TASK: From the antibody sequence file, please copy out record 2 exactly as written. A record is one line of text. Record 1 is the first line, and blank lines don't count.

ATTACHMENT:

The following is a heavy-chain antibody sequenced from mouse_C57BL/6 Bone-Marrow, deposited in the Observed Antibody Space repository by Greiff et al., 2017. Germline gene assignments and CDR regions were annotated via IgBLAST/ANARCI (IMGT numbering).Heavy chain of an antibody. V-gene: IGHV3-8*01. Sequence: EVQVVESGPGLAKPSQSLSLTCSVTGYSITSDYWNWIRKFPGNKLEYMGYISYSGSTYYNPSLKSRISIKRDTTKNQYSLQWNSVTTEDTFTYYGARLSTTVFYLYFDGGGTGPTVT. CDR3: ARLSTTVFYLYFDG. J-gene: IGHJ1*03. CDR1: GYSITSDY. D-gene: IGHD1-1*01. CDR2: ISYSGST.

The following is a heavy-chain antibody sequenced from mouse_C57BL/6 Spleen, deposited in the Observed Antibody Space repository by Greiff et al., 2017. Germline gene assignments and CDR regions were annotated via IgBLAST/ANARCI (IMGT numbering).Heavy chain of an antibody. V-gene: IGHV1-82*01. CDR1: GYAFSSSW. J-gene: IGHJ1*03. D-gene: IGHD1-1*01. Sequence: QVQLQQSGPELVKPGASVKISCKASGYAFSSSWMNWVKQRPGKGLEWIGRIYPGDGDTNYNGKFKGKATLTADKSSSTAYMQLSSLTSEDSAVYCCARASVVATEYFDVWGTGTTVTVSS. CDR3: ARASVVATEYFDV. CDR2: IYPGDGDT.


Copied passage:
The following is a heavy-chain antibody sequenced from mouse_C57BL/6 Spleen, deposited in the Observed Antibody Space repository by Greiff et al., 2017. Germline gene assignments and CDR regions were annotated via IgBLAST/ANARCI (IMGT numbering).Heavy chain of an antibody. V-gene: IGHV1-82*01. CDR1: GYAFSSSW. J-gene: IGHJ1*03. D-gene: IGHD1-1*01. Sequence: QVQLQQSGPELVKPGASVKISCKASGYAFSSSWMNWVKQRPGKGLEWIGRIYPGDGDTNYNGKFKGKATLTADKSSSTAYMQLSSLTSEDSAVYCCARASVVATEYFDVWGTGTTVTVSS. CDR3: ARASVVATEYFDV. CDR2: IYPGDGDT.